Will of Philip Mulkey, Proven Oct 1st 1883,
I, Phillip Mulkey do make and published my last Will and Testament hereby revoking and making void all former wills by me at any former time made.
First, I direct that my funeral expenses and my just debts be paid as Soon after my death as possible out of any money that I may die possessed, or may first come into the hands of my executors.
Secondly, I will to my daughter Sarah Furgerson one Dollar, -
Thirdly, I will to my Son Isaac Mulkey one Dollar;
Fourthly I will to my Son James Mulkey one Dollar;
Fifthly I will to my Daughter Rachel McAdams, one Dollar;
Sixth I will to my Daughter Ann Eliza Bayles one dollar.
Seventh, I will to my Daughter Elizabeth Mulkey one dollar,
Eight, I will and direct that my wife Mary Jane Mulkey have my farm on which, I am now living during natural lifetime or as long as she remains my widow after her death (or in the event she should Marry again) then my afore Said farm and all the right and title is to vest in my daughter Ida M Mulkey;
Ninthly I direct that all my personal property of every description go to my wife, and daughter in the same way and Conditions, that my farm is willed.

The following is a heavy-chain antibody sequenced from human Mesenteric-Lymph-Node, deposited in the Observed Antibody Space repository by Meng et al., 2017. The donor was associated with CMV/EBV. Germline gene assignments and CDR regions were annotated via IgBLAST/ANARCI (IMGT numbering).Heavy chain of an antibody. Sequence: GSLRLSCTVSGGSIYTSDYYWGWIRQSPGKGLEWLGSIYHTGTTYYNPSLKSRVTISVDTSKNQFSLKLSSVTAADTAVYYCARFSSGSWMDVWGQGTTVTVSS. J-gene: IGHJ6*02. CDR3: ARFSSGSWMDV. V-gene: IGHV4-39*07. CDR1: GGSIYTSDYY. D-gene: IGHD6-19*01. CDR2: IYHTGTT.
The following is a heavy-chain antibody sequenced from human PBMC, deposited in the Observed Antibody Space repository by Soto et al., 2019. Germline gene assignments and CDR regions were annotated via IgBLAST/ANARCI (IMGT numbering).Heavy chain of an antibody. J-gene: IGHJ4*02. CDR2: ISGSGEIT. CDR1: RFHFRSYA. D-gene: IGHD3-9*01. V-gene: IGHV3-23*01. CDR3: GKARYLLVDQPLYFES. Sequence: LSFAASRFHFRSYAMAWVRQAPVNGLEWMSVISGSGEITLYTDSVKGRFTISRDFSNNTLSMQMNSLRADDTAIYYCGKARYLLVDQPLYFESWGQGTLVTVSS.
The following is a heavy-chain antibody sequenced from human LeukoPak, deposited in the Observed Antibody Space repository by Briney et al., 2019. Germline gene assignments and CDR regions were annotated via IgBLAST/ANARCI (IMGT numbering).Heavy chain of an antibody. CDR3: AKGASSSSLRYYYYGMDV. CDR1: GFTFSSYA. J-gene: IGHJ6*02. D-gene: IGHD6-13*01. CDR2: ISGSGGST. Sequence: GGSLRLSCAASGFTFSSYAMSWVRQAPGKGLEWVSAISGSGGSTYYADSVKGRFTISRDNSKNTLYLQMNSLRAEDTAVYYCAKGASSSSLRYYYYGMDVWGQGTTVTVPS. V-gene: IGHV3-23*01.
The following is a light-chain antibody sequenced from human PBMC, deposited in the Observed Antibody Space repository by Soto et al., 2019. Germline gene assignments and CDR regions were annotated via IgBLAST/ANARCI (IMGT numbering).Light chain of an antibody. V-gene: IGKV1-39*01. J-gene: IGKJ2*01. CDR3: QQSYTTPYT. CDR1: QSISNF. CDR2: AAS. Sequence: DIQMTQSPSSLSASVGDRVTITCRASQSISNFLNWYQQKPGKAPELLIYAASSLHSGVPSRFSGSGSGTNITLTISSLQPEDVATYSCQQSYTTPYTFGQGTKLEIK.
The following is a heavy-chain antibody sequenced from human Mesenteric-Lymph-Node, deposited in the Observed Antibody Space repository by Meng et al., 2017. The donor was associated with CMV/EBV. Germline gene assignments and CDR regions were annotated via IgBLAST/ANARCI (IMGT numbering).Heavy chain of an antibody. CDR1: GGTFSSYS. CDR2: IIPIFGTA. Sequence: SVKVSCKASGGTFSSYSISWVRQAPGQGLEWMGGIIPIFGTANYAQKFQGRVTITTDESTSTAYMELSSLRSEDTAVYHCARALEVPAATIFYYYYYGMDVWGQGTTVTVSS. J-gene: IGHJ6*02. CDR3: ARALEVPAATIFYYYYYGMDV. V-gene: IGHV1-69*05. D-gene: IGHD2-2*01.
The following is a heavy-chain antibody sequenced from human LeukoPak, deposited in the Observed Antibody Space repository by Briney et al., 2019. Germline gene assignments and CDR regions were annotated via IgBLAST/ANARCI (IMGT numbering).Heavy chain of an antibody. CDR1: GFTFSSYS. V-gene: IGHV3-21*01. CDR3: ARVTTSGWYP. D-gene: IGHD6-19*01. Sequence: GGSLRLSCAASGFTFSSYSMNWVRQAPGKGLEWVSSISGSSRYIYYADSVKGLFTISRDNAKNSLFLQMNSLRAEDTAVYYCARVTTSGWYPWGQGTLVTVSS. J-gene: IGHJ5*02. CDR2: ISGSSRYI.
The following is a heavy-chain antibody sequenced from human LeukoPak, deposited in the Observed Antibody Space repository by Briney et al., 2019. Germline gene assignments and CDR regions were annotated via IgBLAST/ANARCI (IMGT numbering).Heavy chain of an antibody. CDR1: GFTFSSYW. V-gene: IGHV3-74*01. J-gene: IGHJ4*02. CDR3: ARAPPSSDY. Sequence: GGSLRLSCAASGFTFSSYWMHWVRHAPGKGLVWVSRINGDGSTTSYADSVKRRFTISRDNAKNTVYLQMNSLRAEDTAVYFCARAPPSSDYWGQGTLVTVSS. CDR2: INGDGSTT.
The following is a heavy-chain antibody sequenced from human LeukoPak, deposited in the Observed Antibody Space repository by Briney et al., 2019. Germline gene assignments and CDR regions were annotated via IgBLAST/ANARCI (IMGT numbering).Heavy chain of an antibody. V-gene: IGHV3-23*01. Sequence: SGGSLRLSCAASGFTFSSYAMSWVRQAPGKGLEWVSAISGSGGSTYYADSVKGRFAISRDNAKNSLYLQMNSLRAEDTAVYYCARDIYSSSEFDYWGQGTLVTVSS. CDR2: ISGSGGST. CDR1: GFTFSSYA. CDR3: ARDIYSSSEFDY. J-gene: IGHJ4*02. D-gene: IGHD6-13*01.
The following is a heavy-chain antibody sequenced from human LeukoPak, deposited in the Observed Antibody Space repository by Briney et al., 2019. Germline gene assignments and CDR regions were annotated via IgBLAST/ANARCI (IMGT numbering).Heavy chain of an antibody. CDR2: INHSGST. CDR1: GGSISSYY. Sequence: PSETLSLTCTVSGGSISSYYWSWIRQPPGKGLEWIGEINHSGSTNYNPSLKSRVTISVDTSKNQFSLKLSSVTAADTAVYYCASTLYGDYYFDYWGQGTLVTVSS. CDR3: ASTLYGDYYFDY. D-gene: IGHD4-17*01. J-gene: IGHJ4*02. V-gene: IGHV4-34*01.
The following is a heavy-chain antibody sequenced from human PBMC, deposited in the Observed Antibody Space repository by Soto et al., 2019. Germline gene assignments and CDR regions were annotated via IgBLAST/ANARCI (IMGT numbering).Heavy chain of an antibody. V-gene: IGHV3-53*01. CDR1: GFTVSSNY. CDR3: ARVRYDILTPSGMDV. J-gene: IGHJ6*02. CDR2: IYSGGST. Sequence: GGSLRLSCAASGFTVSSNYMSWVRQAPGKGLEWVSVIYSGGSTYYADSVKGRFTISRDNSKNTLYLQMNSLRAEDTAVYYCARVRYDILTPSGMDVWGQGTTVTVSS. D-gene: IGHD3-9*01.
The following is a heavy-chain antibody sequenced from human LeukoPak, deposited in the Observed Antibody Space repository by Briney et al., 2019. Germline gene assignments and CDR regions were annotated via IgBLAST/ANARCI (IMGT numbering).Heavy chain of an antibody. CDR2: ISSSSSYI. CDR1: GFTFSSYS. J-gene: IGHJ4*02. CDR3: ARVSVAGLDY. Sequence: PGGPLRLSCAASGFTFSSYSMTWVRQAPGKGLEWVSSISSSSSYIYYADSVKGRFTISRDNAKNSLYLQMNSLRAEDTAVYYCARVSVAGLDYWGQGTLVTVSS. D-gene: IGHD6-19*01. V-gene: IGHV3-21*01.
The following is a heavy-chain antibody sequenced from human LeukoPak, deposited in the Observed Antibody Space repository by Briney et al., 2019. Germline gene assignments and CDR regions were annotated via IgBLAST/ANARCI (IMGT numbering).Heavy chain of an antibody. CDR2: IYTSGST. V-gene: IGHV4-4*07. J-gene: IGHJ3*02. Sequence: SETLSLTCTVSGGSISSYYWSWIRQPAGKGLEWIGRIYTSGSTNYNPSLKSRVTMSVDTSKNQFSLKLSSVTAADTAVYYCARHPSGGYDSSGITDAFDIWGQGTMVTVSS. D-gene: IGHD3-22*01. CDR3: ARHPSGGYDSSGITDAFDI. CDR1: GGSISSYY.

Lastly I hereby nominate and appoint James H. Walker and D. M. Sheffey, Executors of this my last Will and Testament.
This June the 5th 1876,
J.J. Carroll, Philip Mulkey
Source: Hawkins County (TN) Will Book 1, pp. 555-556.
Notes - Mulkey family researchers from the families of James and Rachel have referred to Philip Mulkey disinheriting them because of their Union loyalties during the Civil War and have pointed to this will as evidence. While not discounting that there was family tension over the War, I do not see this will as evidence of such. Rather, it seems a standard will leaving property to support minor children.
There is the possibility that Philip deprived them of money their maternal grandmother Sarah Hunt Duncan had intended them to have. In 1852, shortly before moving from Washington County, TN to Macoupin County, IL, she deeded 128 acres of land to Philip with the stipulation that he give $200 to his children when they come of age. I have not found the record yet of how he disposed of the land, nor have I seen any deeds that would support or contradict his executing Sarah Duncan's wishes.